Photographer and director Cass Bird was on-set prepping for a big advertising campaign when she ran into a bit of a problem: the lighting technician she had hired for the shoot was nowhere to be found. While most established photographers would have a team of assistants work to rectify the situation, Bird decided to put up the strobes herself. When the lowly technician finally arrived—an hour late—Bird sent him home. Because she was mad. And well, because she had just done his job.
Recounting the story over the phone a few weeks later, Bird is unconcerned, if not unapologetic. “You’re so used to having assistants around that sometimes you’re scared you’ll forget all the technical things,” she says. “I was just happy that I remembered how to do it.”
Based in Brooklyn but raised in Los Angeles, Bird’s photography is a little like the City of Angels itself: warm, relaxed and surprisingly gritty when you look beneath the surface. While she never “officially” interned or assisted for a photographer, Bird honed her aesthetic through years of shadowing friends who worked in the industry. Her tight-knit circle in Los Angeles included the photographer and director Anthony Mandler, who gave Bird one of her first opportunities to work on a set.
Mandler was shooting the actor Seth Green, and, eager to make an impression on the then-popular actor, Bird decided to strike up a conversation with him. Mandler, ever the professional, was not impressed. “Anthony was trying to keep the set really calm so he could connect with this kid and meanwhile I was blabbing away,” Bird recalls with a raspy laugh. “Anthony was like, ‘Get the fuck off my set!’”
Mandler recalls the incident with a knowing chuckle. “Cass had wanted to come to set to learn about dealing with clients and working in a studio,” he says, over the phone. “But she was being a loudmouth and a smartass, and I wanted to be a little more serious with my client, so I told her to leave.”
Still, Mandler saw potential in his wisecracking friend. “I really saw somebody with an innate talent and desire to affect people, but who hadn’t really found her voice,” he says. “She just needed a little bit of time to find it.”
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For a particularly long stretch of time, back when Bird was in grade school, her desk was attached to the teacher’s desk. It wasn’t uncommon for her to be sent outside for disrupting the class, and she was always described using some variation of the phrase, “ball of energy.” This particularly frenetic phase would continue as she graduated college and sought employment; she never held a job for longer than a couple of weeks. She was, in her own words, “fundamentally unemployable.” Photography, it seems, was the one place in which her energy and fervor was welcomed.
Still, it was hardly easy. Bird struggled to book jobs in Los Angeles and found herself in debt. She was living in a loft owned by the photographer Nathaniel Welch and unable to pay rent. Though he was sympathetic about her finances (“He literally let me owe him thousands of dollars,” Bird says), Welch was less supportive when it came to Bird’s career. “Choose something else to do,” he huffed, at their very first meeting.
Discouraged but not deterred, Bird used the experience to re-focus on what she wanted to shoot, and think about what her aesthetic would be. “I didn’t know how and what pictures should look like,” she says, “and I realized I had to be more critical of myself and my work. If you are shooting things you can’t relate to or grab on to, it’s hard to translate that into something that works for you.”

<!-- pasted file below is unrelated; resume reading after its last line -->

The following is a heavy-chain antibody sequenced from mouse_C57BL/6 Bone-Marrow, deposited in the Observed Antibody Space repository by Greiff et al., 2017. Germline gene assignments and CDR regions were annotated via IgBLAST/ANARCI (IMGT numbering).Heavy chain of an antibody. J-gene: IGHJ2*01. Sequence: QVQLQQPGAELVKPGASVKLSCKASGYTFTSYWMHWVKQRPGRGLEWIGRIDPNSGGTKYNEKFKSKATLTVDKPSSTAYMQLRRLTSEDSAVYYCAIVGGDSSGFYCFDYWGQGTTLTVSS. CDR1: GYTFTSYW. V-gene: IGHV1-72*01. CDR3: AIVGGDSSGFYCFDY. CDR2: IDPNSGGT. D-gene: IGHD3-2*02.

Mandler was there to witness her progress. “Cass had to really learn about being true to herself,” he says. “I told her to ‘Look in the mirror and figure out who you are and be that person. Photograph what is dear to you.’ When she nourished her work, that’s when it all came about.”
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The moment of when exactly Cass Bird “came about” is difficult to pinpoint. Most observers will tell you Bird “arrived” when she was chosen for the Art + Commerce “Festival of Emerging Photographers” in New York in 2004. The event—a showcase for new talent sponsored by the agency that has represented Annie Lebowitz, Robert Mapplethorpe and Ellen Von Unwerth, among others—propelled Bird’s name to the industry forefront, with critics praising her ability to capture the beautiful and often subtle nuances of everyday contemporary life.
Still, Bird is careful not to place too much emphasis on her C.V. “I remember the very first time I got assigned to Interview Magazine and I was like, “This is it; this is the break,’” she says, excitedly. “And then it came and went and very little changed.”
And then, as if to prove her point: “I’ve yet to arrive at a place where I’m like, ‘I’m here.’”
Not too long ago, though, she got a taste of that feeling; that unmistakable tinge of delight that comes with success. “I was asked to photograph a poncho for 50 bucks and I turned it down,” she says. Her grin is audible. “I called my then-girlfriend and said, ‘Goddammit, they want me to shoot a fuckin’ poncho!’ When I said ‘No,’ it felt really amazing and also really scary.”
She pauses, as if reliving that moment in her head. After a few seconds of silence, she picks up again.
“There’s a lot of pressure to hit certain touchstones in your career,” she says. “You hit 30 and you feel like you should be doing something significant. [But] I always felt like I was a late bloomer and I didn’t want to be blowing my load too soon.”
But did she?
Bird lets out a sly chuckle. “I have a long way to go before I blow my load.”